So you’ve identified one of the growth priority areas so it’s interesting and it’s another topic. Federal government won’t pick winners as in when you’re when you go for a grant or anything they’re not going to choose or evaluate you to see how strong your offering is they don’t care what they do pick is winners in sectors or industries. Recycling and clean energy is one of the six that have been identified, first they are identified in 2014 and it was late october last year this is where the government puts all of their money because we think that our future will be secured in our competitiveness with these industries; and you and i have touched on food and beverage; then you just introduce recycling and clean energy of course medical products medical devices and pharmaceutical that’s expedited now, defense believe it or not we’re putting a lot in space.

Transcript (16:45):
I saw a funny meme, somebody said “i’m dissatisfied with my job here in Australia and Elon Musk says, “come to Mars” and then you see that they’re in Mars doing the same job….
If SMEs or SMBs are out there listening now – it can be problematic looking at the competitor too closely, and it can be problematic listening to the customer too closely, and that’s a strange thing to say but that’s true. What they need to think is well maybe “i’ll do a patent search”, maybe “i’ll look at trade shows”… Let’s go and see what other technologies are doing or what other technologies exist in other industries and whether my products can be adjusted to substitute and do that job better – That should be something that that gets attention
If we’re looking at enhancing we’ll look very closely but then when it comes to transforming let’s not get too close. I have that problem i’m a content marketer, when i write something i do actually put it aside go to bed come back next morning, because if i look too close at things and i’m sure at least 90% of the population do, we don’t notice bits and bobs that we don’t know and then there’d be gaps out there. For example a product or service development that we can actually step a little bit away from being too close to it and just looking at “ah maybe this component of what i do can become something else”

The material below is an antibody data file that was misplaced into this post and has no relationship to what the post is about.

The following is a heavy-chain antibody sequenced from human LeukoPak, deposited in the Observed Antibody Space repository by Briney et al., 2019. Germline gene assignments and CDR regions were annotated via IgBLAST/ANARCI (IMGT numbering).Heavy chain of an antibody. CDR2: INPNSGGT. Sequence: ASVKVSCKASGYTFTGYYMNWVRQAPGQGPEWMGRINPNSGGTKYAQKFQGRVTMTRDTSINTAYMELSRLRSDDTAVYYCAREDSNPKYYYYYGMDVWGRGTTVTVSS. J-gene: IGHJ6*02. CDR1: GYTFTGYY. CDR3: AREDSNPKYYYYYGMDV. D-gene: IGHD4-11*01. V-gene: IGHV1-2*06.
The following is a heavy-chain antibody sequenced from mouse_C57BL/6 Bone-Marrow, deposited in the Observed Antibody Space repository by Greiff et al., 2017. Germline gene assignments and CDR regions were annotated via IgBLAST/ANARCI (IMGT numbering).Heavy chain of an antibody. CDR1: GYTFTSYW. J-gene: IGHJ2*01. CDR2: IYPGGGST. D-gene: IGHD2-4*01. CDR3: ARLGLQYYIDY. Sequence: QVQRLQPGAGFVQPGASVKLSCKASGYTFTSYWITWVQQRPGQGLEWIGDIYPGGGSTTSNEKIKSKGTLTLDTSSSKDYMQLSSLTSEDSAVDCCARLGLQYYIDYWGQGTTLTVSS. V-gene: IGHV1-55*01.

It’s really interesting maintaining that balance of keeping your current prospective customer base happy, usually that’s with incremental improvements (you know the extra razor on the blade); but then on the other hand keeping that open mind to transform and going “well what else is out there?” Because we don’t want to be restricted by just focusing on our industry. The old ways of analyzing industries – i’ve done it in the past as a strategy consultant and it’s where you you basically look at all your features and functionalities and then, you look at the competitors, you see where you have features and functionalities they don’t and then you call that your point of differentiation and you market that that’s that’s not an effective way to compete.
It used to be a good idea but i think right now people have way more choices available, we have to be much more flexible now.
insurers are interesting though they actually they actually look at they can actually calculate the probability of you living to a certain age that’s how much they’re algorithm they’d use what’s called actuarial modeling which means they go back in past history with a pile of key factors and then they use those weighted key factors to determine your life expectancy and they’re actually pretty bloody good at it so we probably hope that we fall out we might be anonymous i hope that this is a great story that for people to just filtering out when they reconsider that okay i’m going to develop something new with my customers which angle we’re going for maybe enhancing maybe transforming but it’s always good to just uh talk to someone professional about that.

SME chats with Lucas (2021 #GetChatty Series) Lucas Merlo is the Founder and Principal Mentor at NewLedge. Lucas invented the NewLedge-Framework and CDI methodology (Capability-driven Innovation) during his PhD at RMIT and the CSIRO, to fill the transformation gap between ideas, innovations and new measurable values. This episode was inspired by Lucas’s recent article What…